Making a Mason Bee House

Making a Mason Bee House

There are more than 3,500 species of native bees in North America, many do not sting or make honey. But they do have the important task of pollinating crops and gardens. So it’s important to encourage and protect them in your backyard. To create a safe spot for them to nest, you can build a bee house with these simple materials.


  • drill
  • drill bits (1/16, 3/8, 5/16″)
  • 4x4x12” Wood block untreated with 45 degree angled cut on one end
  • sandpaper (60 grade)
  • cedar shingle
  • finishing nails
  • hammer
  • picture hardware (D rings are ideal)
  • heavy gauge hanging wire 12”

1. Start with a piece of untreated wood, 4x4x12 inches with one end cut at a 45 degree angle. Drill a variety of holes 1/16 inch to 3/8 inch across the front side. (The front side is at the base of the angle.) Drill the holes 3 to 5 inches deep, do not drill all the way through the wood. The variety of holes in different diameters will attract a variety of bees to your bee house.

2. With sandpaper (60 grade works best) smooth down the entrances to the holes thoroughly so there are no sharp splinters, as these will put the bees off.

3. Attach a cedar shingle (or any piece of recycled untreated wood) to the top of the block with finishing nails, this will serve as the roof. The roof should overhang the holes on the front of the wood block and will protect the bees from midday sun and rain.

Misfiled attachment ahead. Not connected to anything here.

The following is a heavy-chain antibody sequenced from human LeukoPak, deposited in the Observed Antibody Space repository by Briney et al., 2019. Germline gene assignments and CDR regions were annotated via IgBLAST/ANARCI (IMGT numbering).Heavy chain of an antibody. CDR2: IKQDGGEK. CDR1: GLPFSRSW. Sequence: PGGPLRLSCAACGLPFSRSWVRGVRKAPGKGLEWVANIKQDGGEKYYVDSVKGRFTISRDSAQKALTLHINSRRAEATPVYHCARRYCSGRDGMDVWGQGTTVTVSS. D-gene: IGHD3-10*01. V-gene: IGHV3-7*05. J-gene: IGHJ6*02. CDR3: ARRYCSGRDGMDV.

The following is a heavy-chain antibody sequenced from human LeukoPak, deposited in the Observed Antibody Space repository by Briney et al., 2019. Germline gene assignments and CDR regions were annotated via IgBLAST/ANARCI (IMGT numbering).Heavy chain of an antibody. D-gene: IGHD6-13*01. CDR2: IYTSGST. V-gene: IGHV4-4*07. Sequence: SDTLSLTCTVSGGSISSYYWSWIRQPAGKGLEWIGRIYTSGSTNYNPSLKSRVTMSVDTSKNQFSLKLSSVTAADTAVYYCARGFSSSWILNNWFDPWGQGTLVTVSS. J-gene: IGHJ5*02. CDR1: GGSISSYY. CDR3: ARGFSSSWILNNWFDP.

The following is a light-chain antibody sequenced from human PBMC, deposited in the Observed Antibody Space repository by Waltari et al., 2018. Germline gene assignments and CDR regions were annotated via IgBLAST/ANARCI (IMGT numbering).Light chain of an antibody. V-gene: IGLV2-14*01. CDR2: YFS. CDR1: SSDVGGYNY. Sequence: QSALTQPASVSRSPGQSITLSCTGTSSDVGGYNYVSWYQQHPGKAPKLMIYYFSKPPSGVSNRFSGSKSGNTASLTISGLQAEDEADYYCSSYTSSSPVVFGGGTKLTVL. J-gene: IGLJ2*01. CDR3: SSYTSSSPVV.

4. On the backside attach picture hardware. Use a piece of heavy gauge picture wire (12”) and tie it to the D rings.

Now you can attach the bee house to a fence, house, garage — anywhere in your garden close to flowers. Make sure the bee house is out of direct sun and at least 3 feet from the ground. Wait and see how quickly the holes fill with native bees ready to pollinate your garden’s flowers and vegetables guaranteeing you a great harvest.

The excerpt above is from a Cultivating Life segment produced by Erin Frost. Cultivating Life with host Sean Coneway, explored how we’ve all moved out of our houses and into our backyards. Each week, the show celebrated how Americans are reconnecting to the land.